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03.03.2011

Journalists call on MIA to stop police arbitrary rule

   

Participants in a roundtable held in Kyiv entitled “Journalists and the Police: how to avoid confrontation” have passed to the Verkhovna Rada draft amendments prepared by media lawyers aimed at strengthening legislative protection of journalists’ rights.

Civic journalists’ organizations, media lawyers and representatives of Internews – Ukraine and Reporters without Borders discussed with representatives of the Ministry of Internal Affairs the reasons for the sharp increase in infringements of journalists’ rights by law enforcement officers.

The journalists complained that searches, removal of technical equipment and bans of photography or videoing have recently become more common. They report also that the police do not as a rule respond when journalists’ rights are being violated, for example, by private security guards.

The number of violations of journalists’ rights has doubled

Oksana Romaniuk from Reporters without Borders reminded those present that Ukraine had dropped in her organization’s ranking of freedom of speech by 42 places and was presently together with such countries as Iraq, Russia, Belarus and China. “In a year the regime has demonstrated that there is no limit to impunity”. She noted that the number of cases of violence or infringements of journalists’ rights had increased by one and a half or two times. The norm in the law on criminal liability for these offences, she added, has not changed.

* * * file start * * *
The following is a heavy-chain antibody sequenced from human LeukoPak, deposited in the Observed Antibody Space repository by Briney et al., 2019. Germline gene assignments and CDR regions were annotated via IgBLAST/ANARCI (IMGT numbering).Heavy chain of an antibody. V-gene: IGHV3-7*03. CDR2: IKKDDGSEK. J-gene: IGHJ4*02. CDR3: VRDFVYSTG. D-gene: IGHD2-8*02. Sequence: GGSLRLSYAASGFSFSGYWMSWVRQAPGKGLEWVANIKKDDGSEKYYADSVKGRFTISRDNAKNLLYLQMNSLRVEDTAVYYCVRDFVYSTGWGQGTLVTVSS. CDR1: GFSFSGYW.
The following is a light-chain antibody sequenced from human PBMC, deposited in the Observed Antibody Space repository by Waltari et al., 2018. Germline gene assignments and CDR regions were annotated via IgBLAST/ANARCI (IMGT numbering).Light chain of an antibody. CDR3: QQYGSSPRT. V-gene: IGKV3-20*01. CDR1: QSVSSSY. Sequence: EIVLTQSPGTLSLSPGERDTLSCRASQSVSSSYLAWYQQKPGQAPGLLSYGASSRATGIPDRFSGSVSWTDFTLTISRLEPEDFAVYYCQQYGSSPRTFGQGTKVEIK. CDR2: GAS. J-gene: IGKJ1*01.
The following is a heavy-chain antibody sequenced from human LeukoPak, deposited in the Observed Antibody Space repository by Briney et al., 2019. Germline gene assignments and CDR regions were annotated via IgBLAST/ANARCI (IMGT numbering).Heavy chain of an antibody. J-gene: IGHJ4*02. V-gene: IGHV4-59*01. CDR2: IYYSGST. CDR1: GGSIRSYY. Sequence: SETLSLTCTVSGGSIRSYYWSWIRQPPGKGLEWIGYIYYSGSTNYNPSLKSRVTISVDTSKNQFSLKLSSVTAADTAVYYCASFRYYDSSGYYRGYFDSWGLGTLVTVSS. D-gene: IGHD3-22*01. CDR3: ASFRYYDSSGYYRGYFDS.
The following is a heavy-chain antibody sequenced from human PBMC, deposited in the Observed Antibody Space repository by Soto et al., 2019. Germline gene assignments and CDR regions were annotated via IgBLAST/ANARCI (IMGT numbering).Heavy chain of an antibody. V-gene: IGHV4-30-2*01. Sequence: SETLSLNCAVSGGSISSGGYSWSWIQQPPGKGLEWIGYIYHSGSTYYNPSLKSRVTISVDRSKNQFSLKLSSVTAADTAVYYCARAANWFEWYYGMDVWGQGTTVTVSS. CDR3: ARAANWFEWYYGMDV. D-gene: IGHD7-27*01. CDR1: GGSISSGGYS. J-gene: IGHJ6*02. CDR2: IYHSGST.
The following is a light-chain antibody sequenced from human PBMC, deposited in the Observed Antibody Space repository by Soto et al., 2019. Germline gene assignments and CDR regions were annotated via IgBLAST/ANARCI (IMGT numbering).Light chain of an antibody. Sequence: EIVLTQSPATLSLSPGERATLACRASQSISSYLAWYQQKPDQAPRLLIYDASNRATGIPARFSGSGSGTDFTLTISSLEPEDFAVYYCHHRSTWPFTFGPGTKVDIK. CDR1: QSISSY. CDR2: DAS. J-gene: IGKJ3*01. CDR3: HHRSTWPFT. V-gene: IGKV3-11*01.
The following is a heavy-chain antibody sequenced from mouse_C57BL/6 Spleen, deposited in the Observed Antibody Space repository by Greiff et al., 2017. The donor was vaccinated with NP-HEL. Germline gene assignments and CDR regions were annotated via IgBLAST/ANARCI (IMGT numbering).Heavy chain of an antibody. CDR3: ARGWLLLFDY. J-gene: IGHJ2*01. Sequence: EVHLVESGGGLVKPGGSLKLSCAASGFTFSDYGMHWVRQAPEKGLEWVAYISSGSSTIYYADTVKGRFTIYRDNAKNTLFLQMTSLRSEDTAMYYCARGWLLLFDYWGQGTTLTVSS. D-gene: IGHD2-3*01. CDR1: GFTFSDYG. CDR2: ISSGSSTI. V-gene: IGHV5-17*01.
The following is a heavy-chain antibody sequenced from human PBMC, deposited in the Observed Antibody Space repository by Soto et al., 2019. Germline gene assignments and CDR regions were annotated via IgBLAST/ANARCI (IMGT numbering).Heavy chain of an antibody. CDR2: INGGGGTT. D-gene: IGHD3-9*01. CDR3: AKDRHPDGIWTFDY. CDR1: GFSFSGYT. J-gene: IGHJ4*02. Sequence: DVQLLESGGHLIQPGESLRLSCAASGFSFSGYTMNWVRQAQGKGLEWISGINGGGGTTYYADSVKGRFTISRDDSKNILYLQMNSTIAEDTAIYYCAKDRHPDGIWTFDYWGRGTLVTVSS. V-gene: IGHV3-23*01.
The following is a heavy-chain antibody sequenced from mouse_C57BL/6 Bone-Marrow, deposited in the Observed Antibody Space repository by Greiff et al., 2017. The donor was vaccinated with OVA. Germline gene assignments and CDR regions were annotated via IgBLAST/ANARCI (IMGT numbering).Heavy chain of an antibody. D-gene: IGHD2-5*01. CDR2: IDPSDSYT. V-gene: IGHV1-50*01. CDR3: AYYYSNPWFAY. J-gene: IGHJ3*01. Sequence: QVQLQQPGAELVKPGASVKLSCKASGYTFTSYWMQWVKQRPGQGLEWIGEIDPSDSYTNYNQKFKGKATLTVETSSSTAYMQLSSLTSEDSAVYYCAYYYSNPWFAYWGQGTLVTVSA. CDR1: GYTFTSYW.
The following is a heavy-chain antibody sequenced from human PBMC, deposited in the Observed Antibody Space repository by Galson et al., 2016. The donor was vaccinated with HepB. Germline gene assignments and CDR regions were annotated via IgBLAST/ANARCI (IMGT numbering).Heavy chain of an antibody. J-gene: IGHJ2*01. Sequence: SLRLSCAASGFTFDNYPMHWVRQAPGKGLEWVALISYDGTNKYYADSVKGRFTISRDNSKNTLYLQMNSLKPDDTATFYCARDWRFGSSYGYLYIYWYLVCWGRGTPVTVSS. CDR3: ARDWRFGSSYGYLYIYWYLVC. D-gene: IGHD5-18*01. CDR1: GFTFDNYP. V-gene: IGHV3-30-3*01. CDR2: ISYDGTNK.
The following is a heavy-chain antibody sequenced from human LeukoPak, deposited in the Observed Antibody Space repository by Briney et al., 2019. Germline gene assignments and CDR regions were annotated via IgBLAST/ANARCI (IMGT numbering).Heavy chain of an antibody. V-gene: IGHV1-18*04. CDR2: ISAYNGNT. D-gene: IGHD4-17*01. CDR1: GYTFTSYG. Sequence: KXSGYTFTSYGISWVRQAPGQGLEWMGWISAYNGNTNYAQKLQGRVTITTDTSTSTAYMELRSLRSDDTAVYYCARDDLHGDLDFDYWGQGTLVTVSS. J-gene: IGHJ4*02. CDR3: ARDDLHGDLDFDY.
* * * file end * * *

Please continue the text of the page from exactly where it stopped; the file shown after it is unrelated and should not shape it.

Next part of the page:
National Deputy [MP] from Our Ukraine – People’s Self-Defence, Lesya Orobets noted that hushing up infringements of the law by police officers instead of uncovering them and making a public display of punishing them only leads to confrontation between the police and the public. “The police begin to be more frightened of demonstrating their blunders than of the blunders themselves. And the tune is being called by those whose mentality was formed 30 or 40 years ago”.

Changes needed to legislation

Ms Orobets added that if the outmoded thinking could change, the MIA would be able to use the press as “a source of high-quality and free monitoring of police activities” and would benefit enormously from that.

The National Deputies present were handed amendments and supplements to the Criminal Procedure Code prepared by media lawyers. It is this Code which the police are most often guided by in their work.

The amendments would bring journalists on a par in terms of privileges with doctors and priests who have the right to not divulge sources of confidential information. The amendments proposed also significantly restrict the right of the law enforcement bodies to search and removal documents and technology from editorial offices and from independent journalists.

Oleksandr Savytsky

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